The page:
BALLSTON SPA, N.Y. — Consumers wouldn’t have nearly as much produce to choose from if not for hardworking bees that pollinate many types of fruit and vegetables.
In fact, bees make possible roughly one-third of the food Americans eat, and pollinators in general contribute $24 billion to the global economy.
But reports from around the world indicate that both wild and managed bee populations have declined significantly from factors such as disease, parasites, pesticides and loss of floral resources caused by ongoing development.
“U.S. beekeepers are losing about one-third of their bees per year, which is really an issue for agriculture,” said Samantha Alger, an environmental scientist and pollinator specialist with the Burlington, Vermont-based engineering firm VHB. “It’s a big issue with potential food security issues.”
She and Alex Burnham, of the University of Vermont’s Biology Department, recently discussed issues confronting bee populations during a Southern Adirondack Beekeepers Association meeting, with more than 60 people on hand at the Cornell Cooperative Extension office.
Information was based on their research findings from the National Honey Bee Survey.
After extensive studies at numerous sites, they found that viruses present on managed honey bees are quite often transmitted to wild bumblebees. These include the black queen cell virus, Israeli acute paralysis virus and deformed wing virus.
“So how are these viruses getting around?” Alger said. “Are they spilling over from managed bees to wild bumblebees?”
Research indicates that bumblebees are more apt to be infected near apiaries and that flowers are a platform for disease transmission.
Alger compared flowers to “dirty doorknobs” of the bee world. Just as people sometimes pick up germs and bacteria from doorknobs, honey bees can leave behind different types of viruses when working flowers, which are then transmitted to bumblebees that visit the same blossoms.
“Honey bee apiaries might be hot spots for disease transmission,” she said.
This is extremely troubling because bumblebees are considered “keystone” species in most ecosystems. They are not only for necessary native wildflower reproduction, but also for creating seeds and fruits that feed many types of wildlife from songbirds to grizzly bears, the U.S. Fish & Wildlife Service says.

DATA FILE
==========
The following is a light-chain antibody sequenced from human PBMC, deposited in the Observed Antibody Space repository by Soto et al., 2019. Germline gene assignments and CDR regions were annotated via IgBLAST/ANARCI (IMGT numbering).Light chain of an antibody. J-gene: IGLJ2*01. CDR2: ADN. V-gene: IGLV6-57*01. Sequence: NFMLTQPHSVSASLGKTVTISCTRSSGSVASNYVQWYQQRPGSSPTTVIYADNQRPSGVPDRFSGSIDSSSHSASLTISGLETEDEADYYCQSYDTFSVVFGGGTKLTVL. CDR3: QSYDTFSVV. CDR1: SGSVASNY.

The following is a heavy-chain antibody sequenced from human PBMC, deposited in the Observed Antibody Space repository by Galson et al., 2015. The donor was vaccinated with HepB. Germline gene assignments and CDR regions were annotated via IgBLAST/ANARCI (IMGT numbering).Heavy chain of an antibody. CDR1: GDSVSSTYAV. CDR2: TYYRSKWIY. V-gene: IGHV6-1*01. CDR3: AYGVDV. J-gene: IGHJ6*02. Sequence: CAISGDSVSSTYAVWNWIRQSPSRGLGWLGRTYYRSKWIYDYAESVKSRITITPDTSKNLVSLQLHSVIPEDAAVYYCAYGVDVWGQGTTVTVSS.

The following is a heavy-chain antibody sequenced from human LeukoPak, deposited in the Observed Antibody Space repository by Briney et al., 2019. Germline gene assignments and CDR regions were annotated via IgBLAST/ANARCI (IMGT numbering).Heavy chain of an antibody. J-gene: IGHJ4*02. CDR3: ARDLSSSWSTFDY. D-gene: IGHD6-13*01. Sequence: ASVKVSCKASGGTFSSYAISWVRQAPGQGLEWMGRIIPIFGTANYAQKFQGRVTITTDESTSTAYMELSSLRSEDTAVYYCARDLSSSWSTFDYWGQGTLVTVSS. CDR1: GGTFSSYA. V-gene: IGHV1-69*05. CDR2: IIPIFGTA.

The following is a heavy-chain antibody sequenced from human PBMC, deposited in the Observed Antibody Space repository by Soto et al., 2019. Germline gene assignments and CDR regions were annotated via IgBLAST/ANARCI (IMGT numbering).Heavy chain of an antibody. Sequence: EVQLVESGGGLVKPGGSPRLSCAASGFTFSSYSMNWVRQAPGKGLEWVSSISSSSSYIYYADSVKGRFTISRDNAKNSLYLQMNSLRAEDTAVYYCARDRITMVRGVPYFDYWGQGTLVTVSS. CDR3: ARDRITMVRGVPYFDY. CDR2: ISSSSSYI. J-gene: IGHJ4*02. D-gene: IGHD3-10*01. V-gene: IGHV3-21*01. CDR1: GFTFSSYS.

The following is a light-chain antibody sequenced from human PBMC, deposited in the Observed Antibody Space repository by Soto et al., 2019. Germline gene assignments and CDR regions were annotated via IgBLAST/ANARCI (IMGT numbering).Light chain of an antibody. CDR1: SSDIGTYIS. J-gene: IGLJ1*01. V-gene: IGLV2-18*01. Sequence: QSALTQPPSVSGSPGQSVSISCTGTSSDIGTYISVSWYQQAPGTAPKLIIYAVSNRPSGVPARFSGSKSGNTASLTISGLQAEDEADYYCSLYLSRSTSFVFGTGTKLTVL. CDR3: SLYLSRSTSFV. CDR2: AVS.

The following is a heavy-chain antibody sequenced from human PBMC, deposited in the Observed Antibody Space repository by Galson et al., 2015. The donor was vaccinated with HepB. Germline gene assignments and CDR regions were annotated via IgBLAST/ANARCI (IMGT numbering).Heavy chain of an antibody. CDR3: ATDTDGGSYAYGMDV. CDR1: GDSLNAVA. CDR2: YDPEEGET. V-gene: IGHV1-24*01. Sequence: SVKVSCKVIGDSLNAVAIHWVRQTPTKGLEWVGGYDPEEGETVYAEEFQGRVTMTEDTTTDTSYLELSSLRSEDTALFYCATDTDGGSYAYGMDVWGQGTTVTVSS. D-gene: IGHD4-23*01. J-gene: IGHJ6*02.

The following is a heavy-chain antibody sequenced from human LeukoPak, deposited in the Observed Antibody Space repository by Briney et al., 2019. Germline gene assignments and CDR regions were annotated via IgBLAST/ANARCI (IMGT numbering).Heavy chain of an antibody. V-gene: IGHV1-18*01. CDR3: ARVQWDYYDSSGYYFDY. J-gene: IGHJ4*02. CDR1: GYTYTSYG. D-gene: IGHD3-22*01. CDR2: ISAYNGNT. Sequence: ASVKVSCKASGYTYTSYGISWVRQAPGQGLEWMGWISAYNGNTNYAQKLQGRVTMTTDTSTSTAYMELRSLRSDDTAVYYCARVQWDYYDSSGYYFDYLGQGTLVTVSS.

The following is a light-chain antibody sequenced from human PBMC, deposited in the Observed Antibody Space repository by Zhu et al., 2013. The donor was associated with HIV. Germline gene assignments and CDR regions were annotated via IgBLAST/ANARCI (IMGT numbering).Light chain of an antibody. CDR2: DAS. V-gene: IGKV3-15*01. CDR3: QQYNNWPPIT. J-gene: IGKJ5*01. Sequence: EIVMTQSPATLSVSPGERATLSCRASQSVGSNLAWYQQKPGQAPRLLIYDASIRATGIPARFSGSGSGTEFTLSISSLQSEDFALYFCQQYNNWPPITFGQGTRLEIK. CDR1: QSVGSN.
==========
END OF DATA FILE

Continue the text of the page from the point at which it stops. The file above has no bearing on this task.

Bumblebees are among the most important pollinators of crops such as blueberries, cranberries and clover and they are virtually the only insect that pollinates tomatoes. However, half of all bumble species are declining and the rusty patched bumble is now protected under the Endangered Species Act.
In her new job as a pollinator specialist, Alger advises landscape architecture firms, floral growers and state highway officials on ways to promote bee health. This includes planting more pollinator friendly flowers and a greater variety of flowers.
Also, different types of bees prefer one flower over another, so grouping flower species together instead of planting them homogenously might keep managed and wild bees separate and prevent them from infecting one another.
“Biodiversity can dampen the effect of transmission,” Burnham said.
With a PowerPoint presentation, Alger showed how large commercial migratory beekeepers travel throughout the country, taking huge numbers of bees from place to place for pollination services.
Between jobs, bees are sometimes allowed to recover in pristine habitats such as a large park. But this, too, may contribute to the spread of disease as managed bees leave behind a virus that wild bees pick up.
Southern Adirondack Beekeepers Association is one of 65 bee clubs across New York state. Alger urged all beekeepers to be more conscious of the impact their managed bees might have on wild bee populations, which are vital to the state’s $5 billion agriculture industry.
Monitoring bees for disease can reduce the chance of spillover from one population to the other.